Which OPEC member could benefit hugely from Cuba's nascent offshore oil industry?


As Cuba starts its first offshore drilling and foreign companies eye more prospects, the Latin American republic led by President Hugo Chavez may be among the biggest winners.

The reason is that after years of subsidizing the island nation of former president Fidel Castro and now his brother Raul, a Cuba that starts making money from oil might slowly wean itself off Venezuelan aid.

Cuba now refines about 50,000 barrels of oil a day, about a third of its requirements. Venezuela makes up the difference for free, said Jorge Pinon, the former president of Amoco Oil Latin America and an expert on the Cuban oil industry. Pinon now is a research fellow at the Center for International Energy and Environmental Policy at the University of Texas.

Instead of cash, Cuba pays back its Latin American neighbor by sending doctors, teachers and other skilled labor in a sort of international bartering system, Pinon said in an interview.

Cuba may have vast oil reserves, mostly offshore. The U.S. Geological Survey estimates the island has reserves equivalent to 941 million barrels of oil.

Oil-hungry China has extended a line of credit to Cuba for the purpose of expanding the country's refining capacity to 150,000 barrels a day. That expansion should be completed by 2015, Pinon said. That would be just in time, Cuban authorities hope, for the Spanish-contracted Scarabeo-9 oil rig to find and start producing oil offshore.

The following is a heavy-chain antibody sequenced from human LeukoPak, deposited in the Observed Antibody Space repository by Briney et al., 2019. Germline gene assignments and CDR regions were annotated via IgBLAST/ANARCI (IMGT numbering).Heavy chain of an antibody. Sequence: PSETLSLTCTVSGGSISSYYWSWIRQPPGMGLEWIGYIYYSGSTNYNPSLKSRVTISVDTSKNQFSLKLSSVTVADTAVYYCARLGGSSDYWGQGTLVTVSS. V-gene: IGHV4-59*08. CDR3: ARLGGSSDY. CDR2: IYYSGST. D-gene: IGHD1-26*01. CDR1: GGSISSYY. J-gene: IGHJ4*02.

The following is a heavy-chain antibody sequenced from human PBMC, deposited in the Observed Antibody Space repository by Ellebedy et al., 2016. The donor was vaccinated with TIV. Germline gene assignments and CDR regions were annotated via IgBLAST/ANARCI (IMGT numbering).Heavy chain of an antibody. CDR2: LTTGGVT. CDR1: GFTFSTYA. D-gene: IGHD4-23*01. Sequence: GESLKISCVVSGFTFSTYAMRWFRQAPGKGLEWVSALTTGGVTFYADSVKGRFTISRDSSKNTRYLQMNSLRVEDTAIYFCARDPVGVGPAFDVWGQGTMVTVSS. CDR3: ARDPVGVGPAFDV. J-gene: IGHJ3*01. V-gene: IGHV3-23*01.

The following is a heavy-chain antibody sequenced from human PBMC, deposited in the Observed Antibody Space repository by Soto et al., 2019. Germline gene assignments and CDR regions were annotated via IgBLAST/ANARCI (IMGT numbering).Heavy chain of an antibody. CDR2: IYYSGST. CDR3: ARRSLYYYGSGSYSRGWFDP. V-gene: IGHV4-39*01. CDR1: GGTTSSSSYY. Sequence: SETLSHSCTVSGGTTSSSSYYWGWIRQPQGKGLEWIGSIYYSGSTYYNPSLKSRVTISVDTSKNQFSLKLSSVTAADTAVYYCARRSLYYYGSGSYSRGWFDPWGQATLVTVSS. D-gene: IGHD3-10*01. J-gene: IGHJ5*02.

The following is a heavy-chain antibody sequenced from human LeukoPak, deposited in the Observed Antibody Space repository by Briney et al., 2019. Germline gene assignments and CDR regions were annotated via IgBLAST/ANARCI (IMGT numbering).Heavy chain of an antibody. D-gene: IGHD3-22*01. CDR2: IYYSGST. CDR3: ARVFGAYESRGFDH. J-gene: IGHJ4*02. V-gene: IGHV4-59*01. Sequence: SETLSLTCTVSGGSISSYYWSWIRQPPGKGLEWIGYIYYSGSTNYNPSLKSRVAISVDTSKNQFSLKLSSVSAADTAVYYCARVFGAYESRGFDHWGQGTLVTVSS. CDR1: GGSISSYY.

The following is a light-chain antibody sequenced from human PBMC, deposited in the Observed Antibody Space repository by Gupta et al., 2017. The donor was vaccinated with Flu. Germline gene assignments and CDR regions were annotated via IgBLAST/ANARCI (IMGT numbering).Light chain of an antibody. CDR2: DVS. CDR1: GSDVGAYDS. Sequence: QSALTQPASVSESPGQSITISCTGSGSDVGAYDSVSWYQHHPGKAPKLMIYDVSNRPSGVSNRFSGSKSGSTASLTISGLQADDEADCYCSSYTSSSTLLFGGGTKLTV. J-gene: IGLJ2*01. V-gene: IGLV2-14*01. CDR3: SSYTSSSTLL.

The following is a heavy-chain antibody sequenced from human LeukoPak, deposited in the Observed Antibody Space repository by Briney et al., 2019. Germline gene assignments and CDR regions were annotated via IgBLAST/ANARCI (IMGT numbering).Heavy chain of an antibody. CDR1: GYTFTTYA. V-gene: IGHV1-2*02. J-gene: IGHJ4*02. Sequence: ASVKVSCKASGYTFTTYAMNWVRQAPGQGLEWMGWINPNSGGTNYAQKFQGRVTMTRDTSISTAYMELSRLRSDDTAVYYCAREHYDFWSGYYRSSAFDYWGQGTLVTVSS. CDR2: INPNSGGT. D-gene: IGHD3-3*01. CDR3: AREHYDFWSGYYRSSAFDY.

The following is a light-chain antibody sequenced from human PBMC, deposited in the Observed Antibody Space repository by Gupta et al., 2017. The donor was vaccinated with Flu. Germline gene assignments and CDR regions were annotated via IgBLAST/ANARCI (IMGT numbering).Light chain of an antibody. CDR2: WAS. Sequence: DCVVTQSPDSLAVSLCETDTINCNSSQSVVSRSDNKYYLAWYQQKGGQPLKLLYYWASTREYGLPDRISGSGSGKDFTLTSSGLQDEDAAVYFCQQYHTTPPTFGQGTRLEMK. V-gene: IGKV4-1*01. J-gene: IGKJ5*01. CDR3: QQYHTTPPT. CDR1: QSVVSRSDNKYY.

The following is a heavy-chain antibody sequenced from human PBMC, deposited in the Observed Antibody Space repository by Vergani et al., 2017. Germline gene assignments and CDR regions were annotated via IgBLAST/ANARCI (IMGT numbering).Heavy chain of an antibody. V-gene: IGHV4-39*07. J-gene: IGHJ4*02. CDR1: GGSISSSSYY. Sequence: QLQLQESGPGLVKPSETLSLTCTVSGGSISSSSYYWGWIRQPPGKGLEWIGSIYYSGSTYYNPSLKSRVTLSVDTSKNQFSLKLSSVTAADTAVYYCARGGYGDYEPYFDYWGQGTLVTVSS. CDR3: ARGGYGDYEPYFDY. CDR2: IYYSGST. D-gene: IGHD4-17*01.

Repsol, Spain's biggest oil company, is using that rig to drill only 56 miles from the Florida coast. The rig itself was built in China.

An expanded and improved Soviet-era refinery in Cienfuegos on Cuba's southern coast, previously refurbished by Venezuela, is expected to enable the country to meet its domestic demand. That would immediately benefit the Chavez regime because the oil would be sent to Venezuela for sale on world markets.

With the extra revenue, Venezuela could start paying the Cuban government in cash for the skilled labor exchanges between the two countries, Pinon said.

Despite its resources, Cuba will be unable to export much of its refined or crude oil because most of the world's refineries have some form of business relationship with U.S. oil companies, Pinon explained. To maintain those working relationships, the U.S. embargo against the communist regime extends well beyond the Western Hemisphere.

On the assumption that Cuba produces more oil than it actually needs, that will become a challenge, Pinon said. He added that Cuba could likely find markets for its excess crude in Venezuela and China.

Being far away from markets, however, such trading wouldn't be economical, considering a country's oil refining infrastructure is set up in such a way that oil is designed to flow out of the country -- not back in.

In Tuesday trading the price of crude was up a nickel to $104.05 a barrel.